Just give something a try! Please!
A plea for you to engage yourself with something new, possibly even scary because you never know exactly how you will benefit from trying
“Don’t just think about it: do it, do it, do it!”
This jingle reverberated through the minds of many Canadians back in the 1980s, with the goal of getting people off their butts and making them active. ParticipACTION was a government funded program that encouraged Canadians to become more active, with catchy slogans like “walk a block a day” that were designed to grab our attention and motivate us to exercise.
And, of course, Body Break. If you know, you know.
Meanwhile, on the other side of the border, Nike’s famous catch phrase “Just do it.” carried a similar message. Let’s be active, let’s push ourselves, let’s be the best, fittest people we can be.
Oh dear: five paragraphs in and you’re probably exhausted already. My bad. I know my pulse is moving a bit faster just thinking about all of this.
OK, let’s change it up a bit and try something less physically strenuous.
I want to encourage you to try something different today. It doesn’t have to be a huge, gut wrenching effort that will give you anxiety for weeks. It doesn’t need to change the world. But maybe it could be something that you’re unsure about.
Maybe you want to paint. Maybe writing fiction or poetry is your thing. Maybe you want to act or try improv. Maybe you finally want to cook that delicious looking dish that no one else seems to want to make for you (the jerks…)
Maybe you want to work on that fear of heights. Or fear of speaking. Or fear of… rejection?
Maybe you feel like you’re stuck in a rut. Maybe you’re bored. Maybe you’re just curious.
Maybe you just need a change.
I want you to pick something and try it, at least in a small way. Take a 30 day challenge for the topic of your choice. Find a teacher, a peer, a friend or a friendly face. Buy a how to do book. Look in that limitless online library that is the World Wide Web and find an article, a video or an ebook on what you need to do.
Start small, start simple. Use free resources wherever possible. Carve out a small block of time (15 minutes might be enough to start, an hour is better).
Do the thing. Accept that it could be hard, painful, awful and embarrassing. Accept that your results may be flawed. Accept that it will likely go wrong somehow. But do it. Then be pleasantly surprised if the results are not that bad.
Why am I encouraging you to try something new, especially if it’s something you’ve been thinking about it for awhile but you are either too scared or too unsure of yourself to do it?
Because too many times I hear people say “Oh, I could never do that.” They marvel at someone’s drawing, their dance, their gymnastics routine, their singing or their words and regretfully say “I could never do that, who has the time?” There’s a tiny sigh of regret or envy in their words, like they’re wistfully taking a glimpse at the life that is forever out of their reach.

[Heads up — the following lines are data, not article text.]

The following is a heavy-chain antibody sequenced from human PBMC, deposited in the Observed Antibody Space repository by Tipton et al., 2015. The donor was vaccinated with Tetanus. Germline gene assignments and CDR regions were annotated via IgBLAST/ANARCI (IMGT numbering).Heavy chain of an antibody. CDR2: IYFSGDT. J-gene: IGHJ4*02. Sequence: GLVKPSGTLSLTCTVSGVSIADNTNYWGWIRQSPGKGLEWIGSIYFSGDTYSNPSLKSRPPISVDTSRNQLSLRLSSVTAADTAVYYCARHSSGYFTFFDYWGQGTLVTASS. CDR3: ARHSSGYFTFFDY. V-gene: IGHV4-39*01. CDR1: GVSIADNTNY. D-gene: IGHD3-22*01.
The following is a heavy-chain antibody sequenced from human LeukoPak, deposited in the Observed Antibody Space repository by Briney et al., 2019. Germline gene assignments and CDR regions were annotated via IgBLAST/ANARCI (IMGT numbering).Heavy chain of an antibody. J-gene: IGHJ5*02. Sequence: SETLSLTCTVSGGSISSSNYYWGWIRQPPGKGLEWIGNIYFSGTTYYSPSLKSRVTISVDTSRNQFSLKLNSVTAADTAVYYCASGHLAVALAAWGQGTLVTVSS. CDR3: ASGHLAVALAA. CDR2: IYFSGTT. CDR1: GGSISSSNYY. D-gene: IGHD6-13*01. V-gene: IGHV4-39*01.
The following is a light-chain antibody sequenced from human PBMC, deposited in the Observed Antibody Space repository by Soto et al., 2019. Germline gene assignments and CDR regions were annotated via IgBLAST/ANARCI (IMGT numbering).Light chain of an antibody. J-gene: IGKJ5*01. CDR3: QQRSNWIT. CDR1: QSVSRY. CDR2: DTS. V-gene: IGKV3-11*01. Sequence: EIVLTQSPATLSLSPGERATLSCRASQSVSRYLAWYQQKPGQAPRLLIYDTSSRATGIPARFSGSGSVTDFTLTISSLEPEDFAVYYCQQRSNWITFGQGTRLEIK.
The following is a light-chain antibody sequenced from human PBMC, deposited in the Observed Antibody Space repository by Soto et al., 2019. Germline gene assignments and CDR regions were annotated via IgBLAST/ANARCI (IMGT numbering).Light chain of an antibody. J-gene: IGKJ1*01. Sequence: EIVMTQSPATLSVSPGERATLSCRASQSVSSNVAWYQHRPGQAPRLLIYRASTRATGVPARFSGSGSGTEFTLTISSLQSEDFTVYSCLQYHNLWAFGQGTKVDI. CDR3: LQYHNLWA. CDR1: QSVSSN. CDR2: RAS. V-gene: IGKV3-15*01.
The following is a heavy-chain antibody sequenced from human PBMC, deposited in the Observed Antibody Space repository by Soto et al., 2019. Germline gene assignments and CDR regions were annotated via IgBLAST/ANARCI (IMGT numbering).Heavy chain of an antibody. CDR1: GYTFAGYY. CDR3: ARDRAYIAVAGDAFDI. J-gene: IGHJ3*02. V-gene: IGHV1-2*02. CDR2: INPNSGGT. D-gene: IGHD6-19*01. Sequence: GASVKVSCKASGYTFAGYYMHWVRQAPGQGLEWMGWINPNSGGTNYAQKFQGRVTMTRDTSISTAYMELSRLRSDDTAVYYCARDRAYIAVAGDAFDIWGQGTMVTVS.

Guess what? Everyone started out that way. Michael Jordan and Wayne Gretsky couldn’t score from their baby cribs. Julia Child wasn’t born knowing the secrets of French cuisine. Every writer, every artist, every performer started out knowing nothing. They might have had physical advantages, some innate aptitude or other benefits in their favor but I can virtually guarantee you that they sucked when they first saw or did the things that they became famous for doing.
But they started. They tried. They worked at it. They made a lot of mistakes.
Here’s the thing about trying something new: it’s a gateway to trying another new thing. And another. And another. And so on.
It’s about getting past inertia, past fear, embracing some uncertainty and pushing ahead. It’s about taking a small risk or three, doing something that feels uncomfortable because you haven’t built a baseline of practice and competence from previous attempts.
From experience, I sucked at the following things when I started them:
I can confidently say that I am not horrible at doing any of these things now! Although I was for an extended period of time! But I got better!
** running excepted, I haven’t run in over six years and I am in horrible, horrible shape but don’t let that hold you back because I went from zero to runner twice! **
In all seriousness, one of the worst feelings in the world is to feel inadequate when you see other people doing things you’d like to be doing but you don’t know how to do them. Been there many times. It’s an awful feeling.
Sometimes it hurts like hell.
The only possible solution that I see is simple (but not necessarily easy):
Try. Find the lowest risk scenario that you can if you feel especially vulnerable and give it a try. Write a paragraph. Make a simple drawing. Practice a short speech in front of a couple of people you are close to (and, in all seriousness, I recommend trying Toastmasters to work on public speaking. I was a member for ten years. You don’t get much lower risk than Toastmasters and the clubs can be incredibly supportive).
And if you still suck after trying… that’s OK! At least you tried! You learned something new! You stretched the boundaries of what you thought you could do and that’s wonderful. You made the effort! It’s all part of the human experience!
Sometimes the end is not the real point of doing something new. Sometimes the point is simply to try and have the experience.
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